Suppose we find a super-Earth that’s 10 Earth masses. How would we know if it might be habitable? “It’s tricky because the composition of a planet can vary wildly,” says Fischer.”You really want to have the mass of the planet as well as its size, so you can start to figure out whether it’s a planet like the Earth, which has a layer of molten iron, which convects turbulently and spawns a magnetic field that protects us from the solar wind, or is it something like a super-Earth that has a heavy iron and rock mantle, that may be convecting very actively, or is it in fact a water world?”
Water is one of the most common elements in the universe, and if you have a planet in the habitable zone, it’s going to have liquid water. But water doesn’t guarantee habitability. “A lot of astronomers right now are a little bit worried,” she continued. “If you don’t have an active world with plate tectonics that shoves the land up into mountains, and has the water pooling at lower levels, you’ll just end up with a planet that’s covered with a whole skin of water. Will we be able to find life on those kinds of worlds? I think the answer is yes, but it’s probably not going to be a SETI kind of life. Electronics and water usually don’t mix very well.”
She has been very involved in increasing the sensitivity of spectrographs in the Yale Doppler Diagnostic Facility, an instrumentation lab where she works with 3 post-docs, to be able to detect smaller rocky worlds. “We don’t want to build spectrographs the way they’ve always been built. We’re trying to think outside the box. How low can we go? As we increase the resolution of the spectrograph and control all of our systematic errors, we think we can get down to something like 2, 5, 10 cm/second (instead of meters per second).”
Debra is in charge of a project that uses CHIRON, a spectrometer her team developed, to search for low-mass, rocky planets around Alpha Centauri A and B, the nearest star system to Earth. If planets are found there, she thinks that eventually humans will send space probes there—not spaceships filled with humans, but nanotechnology-inspired micro-ships more like cell phones, which can take pictures and “phone home”.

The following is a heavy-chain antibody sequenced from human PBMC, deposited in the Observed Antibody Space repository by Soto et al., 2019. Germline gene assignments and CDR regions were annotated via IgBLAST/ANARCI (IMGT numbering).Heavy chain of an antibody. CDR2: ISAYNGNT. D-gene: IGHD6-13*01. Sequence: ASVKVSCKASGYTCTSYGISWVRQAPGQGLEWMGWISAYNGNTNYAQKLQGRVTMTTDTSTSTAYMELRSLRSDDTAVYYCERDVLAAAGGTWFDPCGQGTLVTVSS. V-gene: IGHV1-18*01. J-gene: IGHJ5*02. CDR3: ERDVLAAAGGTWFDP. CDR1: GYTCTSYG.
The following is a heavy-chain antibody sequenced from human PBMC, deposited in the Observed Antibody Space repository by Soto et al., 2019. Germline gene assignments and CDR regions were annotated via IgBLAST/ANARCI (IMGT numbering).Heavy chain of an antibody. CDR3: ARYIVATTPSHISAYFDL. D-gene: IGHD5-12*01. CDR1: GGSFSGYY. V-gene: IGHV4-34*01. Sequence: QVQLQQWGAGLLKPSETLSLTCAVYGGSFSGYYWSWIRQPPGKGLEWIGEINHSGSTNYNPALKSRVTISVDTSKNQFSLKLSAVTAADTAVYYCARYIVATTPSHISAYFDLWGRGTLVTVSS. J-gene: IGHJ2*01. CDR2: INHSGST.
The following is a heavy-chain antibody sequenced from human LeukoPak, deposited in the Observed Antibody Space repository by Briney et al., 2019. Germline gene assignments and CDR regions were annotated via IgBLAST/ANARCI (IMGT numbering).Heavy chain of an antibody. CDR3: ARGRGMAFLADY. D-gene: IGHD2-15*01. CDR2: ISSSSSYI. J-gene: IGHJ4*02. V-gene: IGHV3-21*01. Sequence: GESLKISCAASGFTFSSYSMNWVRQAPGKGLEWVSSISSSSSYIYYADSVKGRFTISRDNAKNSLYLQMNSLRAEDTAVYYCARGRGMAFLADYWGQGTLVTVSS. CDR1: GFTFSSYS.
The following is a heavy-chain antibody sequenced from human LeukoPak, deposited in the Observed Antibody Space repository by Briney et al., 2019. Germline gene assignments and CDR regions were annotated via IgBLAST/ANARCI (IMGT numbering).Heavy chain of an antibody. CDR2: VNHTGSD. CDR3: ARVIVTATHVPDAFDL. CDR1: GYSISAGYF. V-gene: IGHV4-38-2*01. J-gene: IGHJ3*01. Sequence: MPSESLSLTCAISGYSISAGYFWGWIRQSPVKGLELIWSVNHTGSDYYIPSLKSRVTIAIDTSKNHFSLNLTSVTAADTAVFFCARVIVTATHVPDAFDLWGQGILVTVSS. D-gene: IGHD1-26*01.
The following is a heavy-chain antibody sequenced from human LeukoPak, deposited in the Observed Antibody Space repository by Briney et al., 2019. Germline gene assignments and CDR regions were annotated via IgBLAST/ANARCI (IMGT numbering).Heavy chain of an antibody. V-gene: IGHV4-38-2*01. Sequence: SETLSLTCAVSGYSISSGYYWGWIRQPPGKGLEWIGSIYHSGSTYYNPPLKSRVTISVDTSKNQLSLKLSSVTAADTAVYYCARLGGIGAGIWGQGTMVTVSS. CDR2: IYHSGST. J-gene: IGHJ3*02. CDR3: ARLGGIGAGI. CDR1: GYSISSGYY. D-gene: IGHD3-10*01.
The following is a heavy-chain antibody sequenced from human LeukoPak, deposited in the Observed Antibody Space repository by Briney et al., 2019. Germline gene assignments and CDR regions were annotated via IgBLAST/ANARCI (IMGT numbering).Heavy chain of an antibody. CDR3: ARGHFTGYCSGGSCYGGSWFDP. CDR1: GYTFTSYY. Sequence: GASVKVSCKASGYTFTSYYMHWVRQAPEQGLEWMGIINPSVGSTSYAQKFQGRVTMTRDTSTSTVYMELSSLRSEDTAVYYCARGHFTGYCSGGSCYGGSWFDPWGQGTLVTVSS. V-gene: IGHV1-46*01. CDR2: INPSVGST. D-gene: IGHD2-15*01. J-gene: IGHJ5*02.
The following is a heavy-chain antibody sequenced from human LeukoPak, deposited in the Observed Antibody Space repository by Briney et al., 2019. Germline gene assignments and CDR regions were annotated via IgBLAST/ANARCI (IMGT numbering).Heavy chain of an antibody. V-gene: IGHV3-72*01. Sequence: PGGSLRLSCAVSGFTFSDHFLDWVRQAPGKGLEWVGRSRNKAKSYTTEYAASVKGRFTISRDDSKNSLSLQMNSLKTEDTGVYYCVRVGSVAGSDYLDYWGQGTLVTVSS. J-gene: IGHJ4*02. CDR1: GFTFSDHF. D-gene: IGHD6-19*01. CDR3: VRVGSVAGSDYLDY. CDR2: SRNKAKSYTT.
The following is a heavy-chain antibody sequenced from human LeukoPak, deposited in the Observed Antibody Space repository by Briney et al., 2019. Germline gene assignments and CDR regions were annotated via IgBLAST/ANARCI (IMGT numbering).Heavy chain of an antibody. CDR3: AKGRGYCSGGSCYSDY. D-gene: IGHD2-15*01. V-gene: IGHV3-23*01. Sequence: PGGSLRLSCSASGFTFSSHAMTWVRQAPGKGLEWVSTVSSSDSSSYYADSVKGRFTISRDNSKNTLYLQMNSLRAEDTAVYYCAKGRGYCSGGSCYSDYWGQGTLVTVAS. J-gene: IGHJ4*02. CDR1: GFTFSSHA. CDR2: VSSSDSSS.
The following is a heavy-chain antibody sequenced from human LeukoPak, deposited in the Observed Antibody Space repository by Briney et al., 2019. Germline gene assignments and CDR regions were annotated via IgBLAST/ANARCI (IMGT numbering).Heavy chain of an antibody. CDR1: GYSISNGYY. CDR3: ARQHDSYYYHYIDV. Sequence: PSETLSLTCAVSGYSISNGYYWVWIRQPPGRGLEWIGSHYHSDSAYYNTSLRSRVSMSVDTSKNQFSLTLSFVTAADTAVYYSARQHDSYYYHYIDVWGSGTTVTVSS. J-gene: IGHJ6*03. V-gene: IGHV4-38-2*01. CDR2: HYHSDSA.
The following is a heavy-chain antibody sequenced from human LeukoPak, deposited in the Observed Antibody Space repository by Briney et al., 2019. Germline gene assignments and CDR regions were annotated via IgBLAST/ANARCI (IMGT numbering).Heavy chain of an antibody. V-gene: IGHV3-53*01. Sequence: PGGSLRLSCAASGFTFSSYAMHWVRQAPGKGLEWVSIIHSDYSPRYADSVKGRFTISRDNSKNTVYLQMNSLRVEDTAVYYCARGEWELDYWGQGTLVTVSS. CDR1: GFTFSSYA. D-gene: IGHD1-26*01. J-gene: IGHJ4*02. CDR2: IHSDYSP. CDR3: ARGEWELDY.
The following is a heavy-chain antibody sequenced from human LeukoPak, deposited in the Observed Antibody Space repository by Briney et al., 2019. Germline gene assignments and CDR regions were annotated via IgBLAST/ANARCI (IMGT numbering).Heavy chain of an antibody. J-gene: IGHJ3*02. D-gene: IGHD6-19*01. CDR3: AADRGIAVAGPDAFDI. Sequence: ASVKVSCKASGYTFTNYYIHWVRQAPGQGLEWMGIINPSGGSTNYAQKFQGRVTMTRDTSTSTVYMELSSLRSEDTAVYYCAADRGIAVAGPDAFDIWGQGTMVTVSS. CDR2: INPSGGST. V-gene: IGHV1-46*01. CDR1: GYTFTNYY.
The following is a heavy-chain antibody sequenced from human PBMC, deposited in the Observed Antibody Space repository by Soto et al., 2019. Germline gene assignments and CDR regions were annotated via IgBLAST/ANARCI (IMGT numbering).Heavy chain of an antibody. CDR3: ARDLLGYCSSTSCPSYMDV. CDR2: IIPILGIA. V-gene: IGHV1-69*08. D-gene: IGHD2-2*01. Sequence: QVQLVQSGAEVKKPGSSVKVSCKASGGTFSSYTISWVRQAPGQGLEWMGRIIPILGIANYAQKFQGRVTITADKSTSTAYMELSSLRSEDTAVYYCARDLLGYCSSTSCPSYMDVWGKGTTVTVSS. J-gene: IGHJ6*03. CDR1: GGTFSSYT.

In the next decade, Fischer expects spectroscopy to be a powerful tool in helping to determine the potential habitability of the worlds we find, as astronomers look for the chemical signatures they associate with life. “What you’re going to see in the next decade is transmission spectra from transiting planets,” said Fischer. “The planet’s light also disappears when it passes behind the star. By dividing out the starlight, you can see the spectrum of the planet.”
Fischer also noted that the science is changing, borrowing and learning from other disciplines.”Exoplanet discoveries used to happen in isolation,” she said,” but now we’re partnering with biologists working to understand origins of life on our planet, and geologists, who are helping us to understand the geological processes that spawn magnetic fields, that store water, sequester water, on planets.”
How Our Solar System Stacks Up
We’ve found hundreds of planets, thousands of candidates. Most of the planets are multiple-planet systems. How many of the systems look like ours?
Statistical analysis of Kepler data indicates that there are ~1.6 planets per star (a lower limit). Around 1% of stars will have hot Jupiters, and that occurrence rate goes up if the star has more heavy elements and if the star is bigger. For Earths and super-Earths, occurrence rate is greater than 30 percent, probably 45 or 50 percent. Also, planets are prone to migrate away from the location they formed, just as 51 Peg B migrated in to a 4-day orbit. Theoreticians are convinced that planets move around all the time. In fact, there’s evidence that asteroids and comets scattered in a configuration that only makes sense if Uranus and Neptune were once between Jupiter and Saturn, and then went spiraling outward into wider orbits.
Astronomy as a Vision Plan for Earth
Fischer ended the talk by revisiting the dinosaurs, and what we as a species might be able to accomplish if we’re able to survive. “The dinosaurs were munching along as the asteroids were flying over their heads,” she said. “They had no idea. Of all the species that have existed, we are, I think, magnificent, because we are willing to look out and try to understand our place, our origin, our history, our fate. We’re the first species to be able to consider engineering solutions to some of the big threats. A lot of people say, this doesn’t seem important to me, let’s take all of that huge NASA budget—which is something like a half penny on the dollar—and use it to feed people. If you’re a business manager, you have to think about the day-to-day running of your business, but to be really successful—to be a Steve Jobs, a Bill Gates—you also need to have vision. That’s where I think astronomy plays a key role. We have vision—we’re looking out, and looking back, and understanding ourselves better for that.”